Wandering Gut Bacteria Could Be Behind Conditions Like Lupus

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When scientists sequenced the human genome, it gave us an unprecedented (and organized) understanding of how genes affect our health. In recent years, researchers have taken a similar interest in understanding the human microbiome, and its impact on health — especially when it comes to the bacteria that thrive in our gut.

If you’ve ever taken a probiotic supplement, you already know that some bacteria are “good,” and that sometimes, not having enough gut bacteria can be detrimental, and even fatal. Science still has a long ways to go in fully understanding exactly how the microbiome influences our overall health, but researchers at Yale have made a discovery that’s given us a better sense of just how influential our gut bacteria can be. Especially if they decide to go rogue.

The Wandering Bacterium

The recent study, published in the journal Science, found that a specific type of gut bacteria can actually leave our gastrointestinal system and cause trouble elsewhere in the body. Furthermore, the researchers found that when that bacterium, Enterococcus gallinarum, relocates to other organs (like the lymph nodes, liver, and spleen) it appears to trigger an inflammatory response.

That response, such as the release of antibodies, seems to be linked to the development of autoimmune conditions like lupus.

The bacteria Enterococcus gallinarum, a type gut bacteria that can trigger an immune response when it relocates, appears under a microscope as blue and light orange spots.
Enterococcus gallinarum. Image Credit: Yale University

The team started by demonstrating the link in mice who had been genetically engineered to be susceptible to developing autoimmune diseases. They then confirmed that human patients with autoimmune diseases often have E. gallinarum in their livers.

Promisingly, the researchers also found that they could even suppress this autoimmune response in mice with an antibiotic or vaccine that targeted E. gallinarum. By keeping the bacterium from growing, they could reduce its impact on the immune system.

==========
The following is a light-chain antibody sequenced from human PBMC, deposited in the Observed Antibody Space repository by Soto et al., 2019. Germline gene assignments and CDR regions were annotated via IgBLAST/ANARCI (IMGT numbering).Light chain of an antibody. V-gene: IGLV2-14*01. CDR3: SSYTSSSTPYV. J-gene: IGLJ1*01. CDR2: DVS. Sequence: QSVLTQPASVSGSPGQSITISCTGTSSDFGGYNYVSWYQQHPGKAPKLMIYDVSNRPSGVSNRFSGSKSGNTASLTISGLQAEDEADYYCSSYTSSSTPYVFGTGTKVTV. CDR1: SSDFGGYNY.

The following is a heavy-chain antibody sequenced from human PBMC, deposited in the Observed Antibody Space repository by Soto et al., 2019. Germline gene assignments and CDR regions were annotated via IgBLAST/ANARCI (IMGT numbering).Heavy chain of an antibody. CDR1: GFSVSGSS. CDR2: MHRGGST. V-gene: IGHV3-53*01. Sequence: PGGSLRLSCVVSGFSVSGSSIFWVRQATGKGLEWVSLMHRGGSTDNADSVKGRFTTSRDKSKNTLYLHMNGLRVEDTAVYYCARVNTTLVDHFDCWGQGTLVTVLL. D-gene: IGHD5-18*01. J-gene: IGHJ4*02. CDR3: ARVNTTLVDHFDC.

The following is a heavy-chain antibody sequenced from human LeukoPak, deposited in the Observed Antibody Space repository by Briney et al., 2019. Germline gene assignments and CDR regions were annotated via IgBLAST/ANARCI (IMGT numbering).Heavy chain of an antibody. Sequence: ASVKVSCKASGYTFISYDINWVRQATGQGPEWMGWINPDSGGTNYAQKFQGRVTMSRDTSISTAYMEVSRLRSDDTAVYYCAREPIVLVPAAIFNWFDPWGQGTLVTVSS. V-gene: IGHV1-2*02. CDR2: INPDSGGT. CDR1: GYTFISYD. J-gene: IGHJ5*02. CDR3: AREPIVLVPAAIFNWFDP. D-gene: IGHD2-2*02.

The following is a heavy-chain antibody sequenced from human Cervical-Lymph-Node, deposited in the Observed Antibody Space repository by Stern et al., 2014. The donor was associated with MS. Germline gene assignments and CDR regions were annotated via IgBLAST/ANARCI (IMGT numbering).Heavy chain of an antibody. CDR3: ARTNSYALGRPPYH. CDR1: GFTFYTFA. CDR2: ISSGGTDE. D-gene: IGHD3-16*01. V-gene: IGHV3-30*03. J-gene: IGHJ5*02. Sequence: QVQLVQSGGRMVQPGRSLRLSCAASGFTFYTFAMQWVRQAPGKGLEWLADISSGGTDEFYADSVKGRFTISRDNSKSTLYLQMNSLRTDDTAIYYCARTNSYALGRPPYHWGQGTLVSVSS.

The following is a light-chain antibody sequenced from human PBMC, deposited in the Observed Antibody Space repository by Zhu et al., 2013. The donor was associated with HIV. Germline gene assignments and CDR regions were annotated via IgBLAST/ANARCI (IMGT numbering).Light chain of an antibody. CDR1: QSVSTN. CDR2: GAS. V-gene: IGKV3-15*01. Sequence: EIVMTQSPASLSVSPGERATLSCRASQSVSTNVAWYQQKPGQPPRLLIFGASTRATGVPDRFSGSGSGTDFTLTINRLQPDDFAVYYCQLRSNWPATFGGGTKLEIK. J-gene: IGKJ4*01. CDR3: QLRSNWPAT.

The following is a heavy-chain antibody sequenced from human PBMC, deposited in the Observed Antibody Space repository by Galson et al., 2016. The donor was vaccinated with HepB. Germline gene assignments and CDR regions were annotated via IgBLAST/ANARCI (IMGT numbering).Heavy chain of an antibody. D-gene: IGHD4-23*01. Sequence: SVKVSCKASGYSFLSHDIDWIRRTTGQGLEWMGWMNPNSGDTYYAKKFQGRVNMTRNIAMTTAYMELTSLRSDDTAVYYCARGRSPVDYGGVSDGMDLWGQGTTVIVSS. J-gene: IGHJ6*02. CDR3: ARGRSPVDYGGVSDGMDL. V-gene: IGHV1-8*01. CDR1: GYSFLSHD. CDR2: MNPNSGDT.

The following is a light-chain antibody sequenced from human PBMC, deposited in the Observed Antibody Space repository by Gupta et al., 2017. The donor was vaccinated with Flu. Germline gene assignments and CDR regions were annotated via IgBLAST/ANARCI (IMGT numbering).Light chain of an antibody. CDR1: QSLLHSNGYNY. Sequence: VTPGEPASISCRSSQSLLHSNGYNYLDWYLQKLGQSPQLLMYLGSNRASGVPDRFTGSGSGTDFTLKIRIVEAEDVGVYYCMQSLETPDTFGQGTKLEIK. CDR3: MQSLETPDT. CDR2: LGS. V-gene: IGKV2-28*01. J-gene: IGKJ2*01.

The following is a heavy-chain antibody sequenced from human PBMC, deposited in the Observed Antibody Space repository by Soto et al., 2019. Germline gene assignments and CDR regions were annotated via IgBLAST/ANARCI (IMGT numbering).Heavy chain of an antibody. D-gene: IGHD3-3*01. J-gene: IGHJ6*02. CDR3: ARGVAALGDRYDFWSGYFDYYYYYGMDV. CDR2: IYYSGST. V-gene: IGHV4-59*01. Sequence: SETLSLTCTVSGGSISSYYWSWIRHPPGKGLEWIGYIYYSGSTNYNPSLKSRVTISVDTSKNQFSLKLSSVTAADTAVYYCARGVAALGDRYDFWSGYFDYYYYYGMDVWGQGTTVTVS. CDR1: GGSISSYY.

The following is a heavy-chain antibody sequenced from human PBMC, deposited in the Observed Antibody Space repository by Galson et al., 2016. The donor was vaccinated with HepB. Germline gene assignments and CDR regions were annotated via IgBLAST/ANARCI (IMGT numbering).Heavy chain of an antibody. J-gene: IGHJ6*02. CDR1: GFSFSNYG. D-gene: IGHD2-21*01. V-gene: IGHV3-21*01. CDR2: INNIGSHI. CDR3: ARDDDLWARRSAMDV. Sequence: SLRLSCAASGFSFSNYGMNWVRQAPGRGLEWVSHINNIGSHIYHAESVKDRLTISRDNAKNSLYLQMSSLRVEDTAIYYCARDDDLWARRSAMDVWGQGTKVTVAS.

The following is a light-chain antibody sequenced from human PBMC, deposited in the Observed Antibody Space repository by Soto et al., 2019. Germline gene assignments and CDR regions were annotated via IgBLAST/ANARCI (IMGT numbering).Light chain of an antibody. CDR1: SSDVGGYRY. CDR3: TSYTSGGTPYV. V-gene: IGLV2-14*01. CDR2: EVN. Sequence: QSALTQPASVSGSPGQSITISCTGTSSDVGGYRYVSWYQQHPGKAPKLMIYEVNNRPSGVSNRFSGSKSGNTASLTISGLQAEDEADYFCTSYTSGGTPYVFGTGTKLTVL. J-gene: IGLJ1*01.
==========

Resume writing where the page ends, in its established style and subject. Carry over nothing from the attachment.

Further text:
The Yale researchers aren’t the first to make the connection between the gut microbiome and autoimmune disease, but their research is now part of a much broader research effort to strengthen that connection. If clear cause-and-effect can be established between the onset of certain conditions with the presence of specific bacteria, the researchers believe that treatments to keep the bacteria at bay — such as antibiotics or vaccines — could stall, or prevent, the development of the autoimmune disease associated with it.

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Hacking a Cow’s Gut Bacteria Could Make More Meat, Less Pollution

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Humans are not unique for our often-lauded gut microbes; different species host a dizzying variety of microscopic organisms that are an integral part of digestion. In cows, gut bacteria are critical to their ability to process a high-fiber diet — yet these same bacteria also produce methane, a potent greenhouse gas. However, scientists now think that it’s possible to alter cow microbiomes so that the animals produce more meat, and perhaps even less methane through their burps and farts.

Tweaking cow microbiomes to make more meat on less food could make the meat industry more efficient and more profitable. Given that methane has roughly 25 times the heat trapping ability of carbon dioxide, reducing cows’ methane production could also have a serious impact on the environment.

A light brown cow with yellow tags in both ears. Cows like this one produce methane thanks to their unique gut bacteria. Image Credit: ulleo / pixabay
Image Credit: ulleo / pixabay

It’s not that simple, however, to alter an animal’s microbiome. As we have found in trying to alter our own gut bacteria, to make specific changes, you have to first understand what microbes already exist in the gut, how they’re interacting, and what roles they play. This is an enormously difficult process, especially given that microbiomes will vary between individuals.

To take on these challenges, Mick Watson, an animal scientist at the University of Edinburgh, and his team studied the gut bacteria of 43 Scottish cows through their digested food samples. The teamthen sequenced the genomes of the organisms they found, uncovering the important roles each bacterial species plays. Their research found the expected archaea microbes that make methane; yet through DNA sequencing, they also discovered a host of new digestive enzymes.

The researchers published their findings in the journal Nature Communications.

The cow’s gut, or largest stomach compartment, is known as the rumen. As Kristi Cammack, director of the West River Agricultural Center at South Dakota State University, told NPR: “a lot of times, in animal science, we say we don’t really feed the cow, we feed the rumen microbes.” Watson and his team hope to one day use their improved understanding of the cow gut microbiome to introduce “the right bug, for the right diet, for the right animal.”

This is not the first attempt to make cows produce less methane, but previous attempts have not tried to do so by altering the microbiome. However, microbes exist in their environment for a reason. If certain bacteria are taken out or multiplied within a microbiome, this could seriously affect other species living there. These microbial communities live in a delicate balance, and disturbing it could have notable and unexpected consequences for their animal host.